Manchester United are on the cusp of becoming one of the WSL’s best teams but points dropped as a result of conceding late goals is now threatening them with falling short in the hunt for Champions League football for the second season in a row.
United looked like they had three points wrapped up against West Ham on a wet night in east London this week, only to concede at a corner deep into stoppage time.
It was very much a case of two points dropped as, by that point in the game, United had enjoyed the better chances and a greater amount of meaningful possession.
What the result means is the race for the WSL’s third and final Champions League place is even closer than before. Manchester City picked up a win earlier on Wednesday evening to move into fourth place and reduce the gap to just three points.
Should they win their game in-hand, City would be level on points with United with only a slightly inferior goal difference keeping them out of the top three – the margins could hardly be any tighter.
Gareth Taylor and City are determined to put the pressure on in the final stretch: “We're always trying to push, move up the table after our initial problems we had at the beginning of the season. Everyone's striving to be in those places.”
The buffer that United had prior to these midweek fixtures, which would have afforded them to go into the final game of the season against Chelsea in May perhaps only needing a draw to secure third place had they won all of their other remaining fixtures, has now disappeared.
Conditions were tough in east London. The weather didn’t help either side, while United saw Maria Thorisdottir become a late absentee to join fellow centre-backs Aoife Mannion and Millier Turner as unavailable. Katie Zelem had to fill in, which had a knock-on effect on the team’s structure, while key midfielder Hayley Ladd remained out due to a knock suffered playing for Wales last month.
There was clear disappointment as Ella Toone and manager Marc Skinner both faced the cameras after the final whistle.
"We acquitted ourselves well until that last moment, but we’ve had Covid, we’ve had injuries, we’ve had our captain willing to go in at centre half, and West Ham are very physical so it’s a game we had to dig in,” Skinner reflected, referring to the enforced absences and late reshuffle.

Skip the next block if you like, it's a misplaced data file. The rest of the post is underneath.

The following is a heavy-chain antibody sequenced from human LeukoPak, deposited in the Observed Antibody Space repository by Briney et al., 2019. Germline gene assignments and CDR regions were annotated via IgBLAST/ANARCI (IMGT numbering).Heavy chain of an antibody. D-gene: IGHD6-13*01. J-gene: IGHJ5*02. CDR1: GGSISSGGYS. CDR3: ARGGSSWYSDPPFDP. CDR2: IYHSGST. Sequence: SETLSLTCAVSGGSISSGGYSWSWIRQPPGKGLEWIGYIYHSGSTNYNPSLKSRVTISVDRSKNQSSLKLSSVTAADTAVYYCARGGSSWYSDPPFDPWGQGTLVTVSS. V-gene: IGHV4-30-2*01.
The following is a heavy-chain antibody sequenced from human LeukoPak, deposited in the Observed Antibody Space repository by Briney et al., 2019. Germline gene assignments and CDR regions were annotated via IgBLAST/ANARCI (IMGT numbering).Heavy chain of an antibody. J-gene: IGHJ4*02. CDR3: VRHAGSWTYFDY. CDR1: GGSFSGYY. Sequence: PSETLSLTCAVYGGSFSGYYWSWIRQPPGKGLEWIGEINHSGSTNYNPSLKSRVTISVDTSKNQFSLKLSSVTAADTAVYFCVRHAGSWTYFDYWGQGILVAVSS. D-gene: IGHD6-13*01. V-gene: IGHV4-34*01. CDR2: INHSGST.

“It’s about recruiting in the future so we don’t get into this position [being short of players]. The injuries we’ve got, half of them weren't even from playing with us – it was international duty. But no excuses, we’ve got to defend that set-piece better.
“They’re showing togetherness, resilience and all the things I’m asking. Sometimes the result doesn’t go for you, but as a group they’ve shown everything they can, bar getting the result.”
Toone lamented: “These are the games we probably should be taking three points from. We know we’ve got a lot to play for and if you look at the performance, I thought we played really well.
“We’re a family and we stick together always. Zel was out of position, but that just shows the character we've got and we’ll all do a job wherever we’re put. We need to use [10 days without a game] wisely to get a few players back and recharged.”
The most disappointing thing for United fans is that seeing their team pegged back and dropping points late in games has been a repeated pattern this season. As many as eight points have now gone begging after losing a lead in the final 15 minutes of four different games.
United drew 1-1 with Tottenham and Everton in consecutive weeks in November, as a result of a stoppage time goal from Ria Percival and a 76th minute strike from Simone Magill respectively.
They were on course for a famous win against Arsenal in February until an early goal from Alessia Russo was cancelled out by Stina Blackstenius with just over 10 minutes left on the clock – the equaliser came shortly after Arsenal had also been reduced to 10 players because of a red card.
Against West Ham, the equaliser didn’t arrive until the 93rd minute, but it still came.
United are capable of blowing teams away, as shown in 5-0 demolitions of Aston Villa and Birmingham. They have also scored three or more in games against Leicester (twice), Reading and Tottenham, yet haven’t won a WSL game by only goal at all so far this season.
The ability to grind out 1-0 wins is a real skill in football that will often divide the best from the rest at the end of a campaign, but holding onto a 1-0 lead has been beyond United in 2021/22. They could be up to eight points better off by now had they been able to – and four or even two of those extra points that have slipped from their grasp could have made a huge difference come May.
Fans, players and staff alike will be praying it doesn’t prove costly.
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